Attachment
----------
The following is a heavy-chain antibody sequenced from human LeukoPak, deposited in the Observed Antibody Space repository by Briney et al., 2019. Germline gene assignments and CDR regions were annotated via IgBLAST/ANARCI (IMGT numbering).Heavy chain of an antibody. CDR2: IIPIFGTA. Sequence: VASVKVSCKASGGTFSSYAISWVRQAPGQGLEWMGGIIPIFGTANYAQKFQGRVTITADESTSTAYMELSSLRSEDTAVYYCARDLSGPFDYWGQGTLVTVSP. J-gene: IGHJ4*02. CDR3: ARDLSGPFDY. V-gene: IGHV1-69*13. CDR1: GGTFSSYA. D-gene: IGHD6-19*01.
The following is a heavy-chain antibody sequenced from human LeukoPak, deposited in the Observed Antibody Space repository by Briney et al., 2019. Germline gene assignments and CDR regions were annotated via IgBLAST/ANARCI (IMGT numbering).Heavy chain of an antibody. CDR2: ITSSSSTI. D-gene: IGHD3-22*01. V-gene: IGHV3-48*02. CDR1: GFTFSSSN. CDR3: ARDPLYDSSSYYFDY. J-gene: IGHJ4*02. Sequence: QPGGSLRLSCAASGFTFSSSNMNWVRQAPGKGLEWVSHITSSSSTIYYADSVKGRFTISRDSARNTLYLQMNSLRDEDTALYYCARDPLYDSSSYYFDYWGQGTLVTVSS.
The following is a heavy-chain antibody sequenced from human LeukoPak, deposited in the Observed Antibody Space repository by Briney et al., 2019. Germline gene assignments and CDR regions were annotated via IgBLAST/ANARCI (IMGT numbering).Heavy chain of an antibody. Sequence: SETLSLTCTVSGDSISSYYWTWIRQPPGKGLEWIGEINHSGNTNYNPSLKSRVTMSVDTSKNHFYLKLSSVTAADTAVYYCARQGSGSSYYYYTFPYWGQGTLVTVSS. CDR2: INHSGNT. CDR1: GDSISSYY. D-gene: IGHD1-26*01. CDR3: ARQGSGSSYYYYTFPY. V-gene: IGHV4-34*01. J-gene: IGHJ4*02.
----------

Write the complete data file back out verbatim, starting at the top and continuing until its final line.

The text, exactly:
The following is a heavy-chain antibody sequenced from human LeukoPak, deposited in the Observed Antibody Space repository by Briney et al., 2019. Germline gene assignments and CDR regions were annotated via IgBLAST/ANARCI (IMGT numbering).Heavy chain of an antibody. CDR2: IIPIFGTA. Sequence: VASVKVSCKASGGTFSSYAISWVRQAPGQGLEWMGGIIPIFGTANYAQKFQGRVTITADESTSTAYMELSSLRSEDTAVYYCARDLSGPFDYWGQGTLVTVSP. J-gene: IGHJ4*02. CDR3: ARDLSGPFDY. V-gene: IGHV1-69*13. CDR1: GGTFSSYA. D-gene: IGHD6-19*01.
The following is a heavy-chain antibody sequenced from human LeukoPak, deposited in the Observed Antibody Space repository by Briney et al., 2019. Germline gene assignments and CDR regions were annotated via IgBLAST/ANARCI (IMGT numbering).Heavy chain of an antibody. CDR2: ITSSSSTI. D-gene: IGHD3-22*01. V-gene: IGHV3-48*02. CDR1: GFTFSSSN. CDR3: ARDPLYDSSSYYFDY. J-gene: IGHJ4*02. Sequence: QPGGSLRLSCAASGFTFSSSNMNWVRQAPGKGLEWVSHITSSSSTIYYADSVKGRFTISRDSARNTLYLQMNSLRDEDTALYYCARDPLYDSSSYYFDYWGQGTLVTVSS.
The following is a heavy-chain antibody sequenced from human LeukoPak, deposited in the Observed Antibody Space repository by Briney et al., 2019. Germline gene assignments and CDR regions were annotated via IgBLAST/ANARCI (IMGT numbering).Heavy chain of an antibody. Sequence: SETLSLTCTVSGDSISSYYWTWIRQPPGKGLEWIGEINHSGNTNYNPSLKSRVTMSVDTSKNHFYLKLSSVTAADTAVYYCARQGSGSSYYYYTFPYWGQGTLVTVSS. CDR2: INHSGNT. CDR1: GDSISSYY. D-gene: IGHD1-26*01. CDR3: ARQGSGSSYYYYTFPY. V-gene: IGHV4-34*01. J-gene: IGHJ4*02.